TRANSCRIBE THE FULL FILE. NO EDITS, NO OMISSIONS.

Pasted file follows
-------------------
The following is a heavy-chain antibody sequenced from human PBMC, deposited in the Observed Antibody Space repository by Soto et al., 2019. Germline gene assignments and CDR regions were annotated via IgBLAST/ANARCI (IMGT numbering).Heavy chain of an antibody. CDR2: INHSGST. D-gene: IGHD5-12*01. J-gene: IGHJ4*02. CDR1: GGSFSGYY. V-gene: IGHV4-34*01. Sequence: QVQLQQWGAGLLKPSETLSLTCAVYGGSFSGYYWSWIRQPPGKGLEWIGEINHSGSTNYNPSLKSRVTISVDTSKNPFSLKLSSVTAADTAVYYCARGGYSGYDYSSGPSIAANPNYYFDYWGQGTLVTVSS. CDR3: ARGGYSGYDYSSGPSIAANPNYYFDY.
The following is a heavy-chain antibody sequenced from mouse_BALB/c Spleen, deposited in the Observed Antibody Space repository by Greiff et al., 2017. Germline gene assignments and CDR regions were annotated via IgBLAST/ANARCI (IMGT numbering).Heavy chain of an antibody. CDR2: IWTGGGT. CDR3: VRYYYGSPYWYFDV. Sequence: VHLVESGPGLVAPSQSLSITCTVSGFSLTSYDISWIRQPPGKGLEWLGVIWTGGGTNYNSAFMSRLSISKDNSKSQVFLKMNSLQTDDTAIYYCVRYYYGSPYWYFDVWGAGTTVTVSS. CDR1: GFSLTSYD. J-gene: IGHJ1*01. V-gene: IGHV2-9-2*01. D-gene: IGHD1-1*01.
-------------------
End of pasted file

The following is a heavy-chain antibody sequenced from human PBMC, deposited in the Observed Antibody Space repository by Soto et al., 2019. Germline gene assignments and CDR regions were annotated via IgBLAST/ANARCI (IMGT numbering).Heavy chain of an antibody. CDR2: INHSGST. D-gene: IGHD5-12*01. J-gene: IGHJ4*02. CDR1: GGSFSGYY. V-gene: IGHV4-34*01. Sequence: QVQLQQWGAGLLKPSETLSLTCAVYGGSFSGYYWSWIRQPPGKGLEWIGEINHSGSTNYNPSLKSRVTISVDTSKNPFSLKLSSVTAADTAVYYCARGGYSGYDYSSGPSIAANPNYYFDYWGQGTLVTVSS. CDR3: ARGGYSGYDYSSGPSIAANPNYYFDY.
The following is a heavy-chain antibody sequenced from mouse_BALB/c Spleen, deposited in the Observed Antibody Space repository by Greiff et al., 2017. Germline gene assignments and CDR regions were annotated via IgBLAST/ANARCI (IMGT numbering).Heavy chain of an antibody. CDR2: IWTGGGT. CDR3: VRYYYGSPYWYFDV. Sequence: VHLVESGPGLVAPSQSLSITCTVSGFSLTSYDISWIRQPPGKGLEWLGVIWTGGGTNYNSAFMSRLSISKDNSKSQVFLKMNSLQTDDTAIYYCVRYYYGSPYWYFDVWGAGTTVTVSS. CDR1: GFSLTSYD. J-gene: IGHJ1*01. V-gene: IGHV2-9-2*01. D-gene: IGHD1-1*01.